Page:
Prior to the summit, our embassy worked with our Dutch colleagues in Brussels to host a “Road to the GES” event featuring an afternoon of workshops, followed by a reception that brought together a group of Belgian entrepreneurs and officials.
By investing in the younger generation, and creating long-lasting linkages between Belgians, Europeans, and Americans, we are ensuring that our already strong trade and business ties will endure for decades to come.
The deep-rooted friendship between the U.S. and Belgium, typified by not only our trade and investment ties, but also through academic, cultural, sports, and scientific exchanges, has developed over the years out of a resolve to deepen understanding and foster friendship among people of different backgrounds. At the same time, we work together to remember those who made the ultimate sacrifice for our freedom so many years ago.
This year marks the 75th anniversary of the most pivotal moments of the Second World War. On June 6th, we recognized the anniversary of D-Day, the Allied invasion of Europe at the beaches of Normandy and the largest invasion force in history. I was honored to attend the ceremony at the Normandy American Cemetery, where President Trump emphasized the continuing importance of the relationship with our allies when he said: “To all of our friends and partners — our cherished alliance was forged in the heat of battle, tested in the trials of war and proven in the blessings of peace…Our bond is unbreakable.”
In December, officials from the United States and Belgium will come together in Bastogne to pay our respects to the soldiers who courageously fought in the Battle of the Bulge. I have been leading the U.S. Embassy’s effort to partner with the American Battle Monuments Commission, the Belgian government, and non-profit organizations to raise funds to restore a war monument near Bastogne called the Mardasson Memorial. This star-shaped structure was constructed and funded by the Belgians and is the only memorial that commemorates all of the American forces that fought in the Battle of the Bulge. It is only fitting that in this important anniversary year, we honor those who served and sacrificed by working to not only restore the monument, but to ensure it is well-cared for in the decades to come.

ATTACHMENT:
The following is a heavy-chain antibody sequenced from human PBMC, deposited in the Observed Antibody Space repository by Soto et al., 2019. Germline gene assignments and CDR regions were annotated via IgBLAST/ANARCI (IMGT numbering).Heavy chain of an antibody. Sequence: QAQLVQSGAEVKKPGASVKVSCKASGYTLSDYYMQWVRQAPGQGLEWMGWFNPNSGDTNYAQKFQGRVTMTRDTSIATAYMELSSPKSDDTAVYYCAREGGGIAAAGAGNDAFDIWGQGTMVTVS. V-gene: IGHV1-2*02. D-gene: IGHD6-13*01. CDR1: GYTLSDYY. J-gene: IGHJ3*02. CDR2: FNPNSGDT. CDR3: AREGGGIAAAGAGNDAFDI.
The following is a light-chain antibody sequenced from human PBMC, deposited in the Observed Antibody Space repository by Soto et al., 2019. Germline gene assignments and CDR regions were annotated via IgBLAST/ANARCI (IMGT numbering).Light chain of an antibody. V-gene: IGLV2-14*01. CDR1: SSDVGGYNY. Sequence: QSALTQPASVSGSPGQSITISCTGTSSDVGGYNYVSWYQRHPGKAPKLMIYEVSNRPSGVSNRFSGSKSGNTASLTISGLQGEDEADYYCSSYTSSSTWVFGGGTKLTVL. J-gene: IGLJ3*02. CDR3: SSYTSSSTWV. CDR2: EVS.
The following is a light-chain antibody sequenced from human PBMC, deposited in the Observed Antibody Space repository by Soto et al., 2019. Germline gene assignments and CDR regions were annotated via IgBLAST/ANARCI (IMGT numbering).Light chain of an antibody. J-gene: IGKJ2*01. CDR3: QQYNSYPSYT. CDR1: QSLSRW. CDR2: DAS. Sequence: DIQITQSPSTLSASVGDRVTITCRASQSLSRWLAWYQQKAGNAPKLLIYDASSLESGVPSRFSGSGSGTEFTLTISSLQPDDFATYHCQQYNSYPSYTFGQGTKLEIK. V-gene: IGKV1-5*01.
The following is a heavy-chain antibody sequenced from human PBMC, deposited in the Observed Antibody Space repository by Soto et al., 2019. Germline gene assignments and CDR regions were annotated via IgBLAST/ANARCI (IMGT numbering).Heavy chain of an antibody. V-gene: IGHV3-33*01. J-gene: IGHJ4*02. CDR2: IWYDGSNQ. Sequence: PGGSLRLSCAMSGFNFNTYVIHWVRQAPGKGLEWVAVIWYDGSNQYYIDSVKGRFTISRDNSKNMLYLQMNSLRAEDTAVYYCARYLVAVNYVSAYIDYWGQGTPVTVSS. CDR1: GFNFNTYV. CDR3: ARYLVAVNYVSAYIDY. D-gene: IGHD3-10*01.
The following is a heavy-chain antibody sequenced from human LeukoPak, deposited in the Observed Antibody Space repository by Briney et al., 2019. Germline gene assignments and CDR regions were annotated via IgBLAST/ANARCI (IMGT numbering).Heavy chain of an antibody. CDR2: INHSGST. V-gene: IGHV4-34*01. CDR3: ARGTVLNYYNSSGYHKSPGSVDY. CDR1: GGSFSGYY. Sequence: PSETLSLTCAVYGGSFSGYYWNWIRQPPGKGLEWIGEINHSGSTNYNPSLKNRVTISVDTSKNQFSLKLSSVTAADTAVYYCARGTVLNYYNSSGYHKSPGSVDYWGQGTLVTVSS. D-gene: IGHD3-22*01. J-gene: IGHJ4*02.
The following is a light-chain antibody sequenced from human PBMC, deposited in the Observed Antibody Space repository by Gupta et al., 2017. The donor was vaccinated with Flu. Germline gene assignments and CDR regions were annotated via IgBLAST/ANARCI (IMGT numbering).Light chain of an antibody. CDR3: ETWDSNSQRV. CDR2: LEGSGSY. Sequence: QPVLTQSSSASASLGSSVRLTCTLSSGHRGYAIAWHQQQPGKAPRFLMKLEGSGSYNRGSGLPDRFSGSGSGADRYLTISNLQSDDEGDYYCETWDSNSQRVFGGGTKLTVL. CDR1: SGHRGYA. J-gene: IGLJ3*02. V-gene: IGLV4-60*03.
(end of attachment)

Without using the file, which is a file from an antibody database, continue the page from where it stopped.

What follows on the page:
Our work to remember and honor these shared sacrifices of the last century is taking place in an era of renewed great power competition, where we face global threats that require our continued collaboration.
The United States is committed to using diplomacy, development, and defense to protect our national security interests. Belgium, as an equal partner and ally in our collective security, must share the burden by fulfilling its commitment to help us prevent and deter all threats to our community of democracies.
The shared prosperity we enjoy is directly tied to our security. We continue to work together for a Europe and a United States that remains free and at peace for decades to come.
I thank the AmCham, its leadership, and its members for contributing to the solid partnership between our two countries.
Thank you, and enjoy the evening.